The number of bugs in technical documentation for Microsoft communication protocols continues to grow, according to court documents filed for ongoing antitrust oversight of the company in the U.S.
The technical documentation had 1,660 identified bugs as of Dec. 31, up from 1,196 bugs on Nov. 30, according to a Microsoft antitrust status report filed late Wednesday. Microsoft employees identified 613 bugs in December and closed 531 bugs, the court documents said. A technical committee working with Microsoft on compliance with the November 2002 antitrust judgment also identified 517 bugs in the documentation.
Problems with the technical documentation remain the major complaint from lawyers representing the group of 19 states that joined the U.S. Department of Justice's antitrust lawsuit against Microsoft. Lawyers for the states have complained repeatedly that technical documentation issues, or TDIs, are opening faster than Microsoft can close them.
In June, there were 1,276 bugs identified. "If you believe Microsoft's resource numbers, they're closing less than one TDI per person per month," Jay Himes, chief of New York's antitrust bureau, said in June. "The fact of the matter is they're identifying more problems than they're closing."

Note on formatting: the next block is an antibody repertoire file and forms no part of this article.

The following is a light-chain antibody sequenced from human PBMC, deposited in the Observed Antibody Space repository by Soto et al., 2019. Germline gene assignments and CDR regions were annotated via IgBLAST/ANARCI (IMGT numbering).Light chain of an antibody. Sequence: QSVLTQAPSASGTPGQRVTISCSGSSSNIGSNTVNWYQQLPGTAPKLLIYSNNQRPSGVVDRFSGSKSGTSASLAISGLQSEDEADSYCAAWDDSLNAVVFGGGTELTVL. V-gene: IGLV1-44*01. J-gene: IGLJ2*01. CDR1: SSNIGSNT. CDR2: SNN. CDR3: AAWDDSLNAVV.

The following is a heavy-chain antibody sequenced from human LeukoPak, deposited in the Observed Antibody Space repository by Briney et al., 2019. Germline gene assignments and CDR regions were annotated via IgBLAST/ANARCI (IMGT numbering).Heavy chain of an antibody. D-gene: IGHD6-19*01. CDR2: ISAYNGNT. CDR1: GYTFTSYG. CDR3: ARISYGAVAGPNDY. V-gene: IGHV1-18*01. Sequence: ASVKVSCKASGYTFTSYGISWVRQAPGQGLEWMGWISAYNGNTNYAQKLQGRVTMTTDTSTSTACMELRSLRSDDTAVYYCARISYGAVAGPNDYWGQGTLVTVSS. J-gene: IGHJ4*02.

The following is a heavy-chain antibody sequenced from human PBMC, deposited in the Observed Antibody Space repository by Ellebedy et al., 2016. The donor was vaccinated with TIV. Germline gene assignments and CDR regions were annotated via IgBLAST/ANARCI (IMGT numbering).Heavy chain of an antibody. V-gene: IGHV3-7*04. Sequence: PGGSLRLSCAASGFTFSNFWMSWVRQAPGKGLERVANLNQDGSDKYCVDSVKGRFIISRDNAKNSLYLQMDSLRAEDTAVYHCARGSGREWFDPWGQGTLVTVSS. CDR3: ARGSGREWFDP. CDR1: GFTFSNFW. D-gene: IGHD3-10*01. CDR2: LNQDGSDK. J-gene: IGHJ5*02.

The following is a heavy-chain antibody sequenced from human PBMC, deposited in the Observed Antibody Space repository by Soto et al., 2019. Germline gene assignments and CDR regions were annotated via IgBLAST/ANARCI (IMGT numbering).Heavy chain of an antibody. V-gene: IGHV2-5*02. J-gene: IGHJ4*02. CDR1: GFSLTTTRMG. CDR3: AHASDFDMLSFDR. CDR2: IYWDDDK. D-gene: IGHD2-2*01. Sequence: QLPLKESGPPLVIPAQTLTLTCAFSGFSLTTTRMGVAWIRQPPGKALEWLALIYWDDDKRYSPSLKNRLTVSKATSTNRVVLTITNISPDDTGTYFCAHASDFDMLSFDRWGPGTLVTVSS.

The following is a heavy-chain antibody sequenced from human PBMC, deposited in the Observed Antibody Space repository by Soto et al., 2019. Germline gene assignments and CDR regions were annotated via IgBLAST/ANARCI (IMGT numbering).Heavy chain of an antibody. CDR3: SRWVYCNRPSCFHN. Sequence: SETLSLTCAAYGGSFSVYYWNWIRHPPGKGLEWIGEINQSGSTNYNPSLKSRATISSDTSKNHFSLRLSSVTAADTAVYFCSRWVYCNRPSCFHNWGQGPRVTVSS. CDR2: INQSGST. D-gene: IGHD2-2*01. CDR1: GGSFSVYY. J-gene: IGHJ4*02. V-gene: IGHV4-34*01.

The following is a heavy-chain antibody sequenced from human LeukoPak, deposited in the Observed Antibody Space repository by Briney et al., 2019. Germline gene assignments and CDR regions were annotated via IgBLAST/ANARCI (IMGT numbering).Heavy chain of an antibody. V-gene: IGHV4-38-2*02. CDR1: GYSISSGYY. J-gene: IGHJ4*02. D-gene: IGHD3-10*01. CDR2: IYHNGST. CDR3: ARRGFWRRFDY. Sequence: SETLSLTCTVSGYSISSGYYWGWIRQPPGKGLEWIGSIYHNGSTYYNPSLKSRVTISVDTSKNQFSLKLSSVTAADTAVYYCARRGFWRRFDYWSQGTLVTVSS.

The number of documentation bugs led Judge Colleen Kollar-Kotelly, of the U.S. District Court for the District of Columbia, to extend portions of the antitrust decree by two years in a November 2007 ruling. Microsoft agreed to the extension, and officials there say the company is working to fix problems with the documentation.
Microsoft officials have also suggested that the number of bugs will rise as the company devotes more resources to identifying and fixing them, said Jack Evans, a Microsoft spokesman. Nearly 800 Microsoft employees are working on the technical documentation, according to the court documents filed Wednesday.
There are more than 20,000 pages of technical documentation, the court documents said.
Kollar-Kotelly's 2002 judgment requires Microsoft to license its operating system communication protocols so that other developers can build software that works with Windows.
The U.S. antitrust case is unrelated to one moving forward in Europe. Last week, the European Commission charged Microsoft with monopoly abuse over the way it bundles the Internet Explorer browser with Windows.